In "Edward Scissorhands," the 1990 movie that's one of Burton's most personal (it's like a nightmare tucked inside a Christmas snow globe), Johnny Depp plays the title character as a whey-faced boy in wild hair and punk leather whose hands are giant metal threshers that could kill you.
In the audience will be some of the family and friends who saw him develop from a whey-faced kid living in a terraced house in the old suburb of Rotton Park, peeping out his first tentative tunes on a cheap tin whistle, to the accomplished professional musician he is today, his talents showcased by a band with global appeal.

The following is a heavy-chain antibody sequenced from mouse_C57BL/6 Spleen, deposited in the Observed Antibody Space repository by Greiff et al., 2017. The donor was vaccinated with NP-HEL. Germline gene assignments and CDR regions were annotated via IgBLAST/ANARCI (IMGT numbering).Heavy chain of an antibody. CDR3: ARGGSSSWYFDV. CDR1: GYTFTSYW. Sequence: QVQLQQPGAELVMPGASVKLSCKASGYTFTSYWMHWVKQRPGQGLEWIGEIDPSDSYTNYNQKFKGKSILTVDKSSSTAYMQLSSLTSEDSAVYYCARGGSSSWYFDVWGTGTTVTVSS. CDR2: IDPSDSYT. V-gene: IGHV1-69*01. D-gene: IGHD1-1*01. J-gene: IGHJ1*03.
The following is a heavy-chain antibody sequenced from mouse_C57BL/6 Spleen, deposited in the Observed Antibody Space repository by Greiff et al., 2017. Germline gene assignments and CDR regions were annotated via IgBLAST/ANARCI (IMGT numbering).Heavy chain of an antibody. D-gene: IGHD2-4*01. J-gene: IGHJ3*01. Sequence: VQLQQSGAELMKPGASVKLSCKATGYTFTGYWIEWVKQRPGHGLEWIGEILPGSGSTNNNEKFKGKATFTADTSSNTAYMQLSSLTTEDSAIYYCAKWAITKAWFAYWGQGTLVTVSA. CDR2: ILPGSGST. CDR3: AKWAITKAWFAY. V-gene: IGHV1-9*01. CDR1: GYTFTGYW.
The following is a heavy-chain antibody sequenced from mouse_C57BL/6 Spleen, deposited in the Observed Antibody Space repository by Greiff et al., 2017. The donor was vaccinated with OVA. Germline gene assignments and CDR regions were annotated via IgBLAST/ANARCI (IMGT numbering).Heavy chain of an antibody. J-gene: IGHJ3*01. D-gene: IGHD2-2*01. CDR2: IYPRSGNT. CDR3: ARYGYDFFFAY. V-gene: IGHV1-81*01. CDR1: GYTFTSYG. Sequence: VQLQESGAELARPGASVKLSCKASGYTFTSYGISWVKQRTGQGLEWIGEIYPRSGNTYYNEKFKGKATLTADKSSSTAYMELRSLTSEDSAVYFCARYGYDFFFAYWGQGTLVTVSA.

The band's history makes exotic fodder for jaded music journalists weaned on a diet of whey-faced indie bands and while Ibrahim's troubled history isn't a set of cheap anecdotes to be spun for fun, he knows they serve an educational purpose."For us our struggle against drought and then armed struggle with government forces was a painful and bitter time," he says."Family and friends were lost over the years.